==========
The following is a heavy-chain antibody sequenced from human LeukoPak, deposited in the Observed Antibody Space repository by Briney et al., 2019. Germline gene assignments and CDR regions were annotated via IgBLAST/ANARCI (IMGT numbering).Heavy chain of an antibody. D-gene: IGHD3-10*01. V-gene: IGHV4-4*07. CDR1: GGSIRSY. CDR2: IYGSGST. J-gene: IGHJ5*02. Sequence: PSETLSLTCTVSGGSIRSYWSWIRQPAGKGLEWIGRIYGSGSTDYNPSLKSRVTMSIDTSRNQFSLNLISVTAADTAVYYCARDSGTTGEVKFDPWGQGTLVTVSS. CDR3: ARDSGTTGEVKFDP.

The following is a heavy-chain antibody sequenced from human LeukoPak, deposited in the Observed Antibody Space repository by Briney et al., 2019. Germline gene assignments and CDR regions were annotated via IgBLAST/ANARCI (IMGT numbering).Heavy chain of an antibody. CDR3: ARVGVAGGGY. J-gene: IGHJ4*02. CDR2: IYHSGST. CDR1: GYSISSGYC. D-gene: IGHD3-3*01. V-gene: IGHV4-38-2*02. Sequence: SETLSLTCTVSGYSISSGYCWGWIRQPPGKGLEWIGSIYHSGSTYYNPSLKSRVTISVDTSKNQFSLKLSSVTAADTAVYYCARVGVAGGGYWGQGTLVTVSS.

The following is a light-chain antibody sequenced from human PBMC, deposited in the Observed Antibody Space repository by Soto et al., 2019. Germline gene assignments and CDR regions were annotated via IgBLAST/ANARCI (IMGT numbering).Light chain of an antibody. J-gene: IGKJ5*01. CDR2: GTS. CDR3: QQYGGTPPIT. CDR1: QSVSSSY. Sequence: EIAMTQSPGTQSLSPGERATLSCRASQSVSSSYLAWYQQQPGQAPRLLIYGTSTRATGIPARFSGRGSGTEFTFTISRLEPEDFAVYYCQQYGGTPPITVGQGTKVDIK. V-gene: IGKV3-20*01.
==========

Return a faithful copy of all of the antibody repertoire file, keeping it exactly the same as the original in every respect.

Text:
The following is a heavy-chain antibody sequenced from human LeukoPak, deposited in the Observed Antibody Space repository by Briney et al., 2019. Germline gene assignments and CDR regions were annotated via IgBLAST/ANARCI (IMGT numbering).Heavy chain of an antibody. D-gene: IGHD3-10*01. V-gene: IGHV4-4*07. CDR1: GGSIRSY. CDR2: IYGSGST. J-gene: IGHJ5*02. Sequence: PSETLSLTCTVSGGSIRSYWSWIRQPAGKGLEWIGRIYGSGSTDYNPSLKSRVTMSIDTSRNQFSLNLISVTAADTAVYYCARDSGTTGEVKFDPWGQGTLVTVSS. CDR3: ARDSGTTGEVKFDP.

The following is a heavy-chain antibody sequenced from human LeukoPak, deposited in the Observed Antibody Space repository by Briney et al., 2019. Germline gene assignments and CDR regions were annotated via IgBLAST/ANARCI (IMGT numbering).Heavy chain of an antibody. CDR3: ARVGVAGGGY. J-gene: IGHJ4*02. CDR2: IYHSGST. CDR1: GYSISSGYC. D-gene: IGHD3-3*01. V-gene: IGHV4-38-2*02. Sequence: SETLSLTCTVSGYSISSGYCWGWIRQPPGKGLEWIGSIYHSGSTYYNPSLKSRVTISVDTSKNQFSLKLSSVTAADTAVYYCARVGVAGGGYWGQGTLVTVSS.

The following is a light-chain antibody sequenced from human PBMC, deposited in the Observed Antibody Space repository by Soto et al., 2019. Germline gene assignments and CDR regions were annotated via IgBLAST/ANARCI (IMGT numbering).Light chain of an antibody. J-gene: IGKJ5*01. CDR2: GTS. CDR3: QQYGGTPPIT. CDR1: QSVSSSY. Sequence: EIAMTQSPGTQSLSPGERATLSCRASQSVSSSYLAWYQQQPGQAPRLLIYGTSTRATGIPARFSGRGSGTEFTFTISRLEPEDFAVYYCQQYGGTPPITVGQGTKVDIK. V-gene: IGKV3-20*01.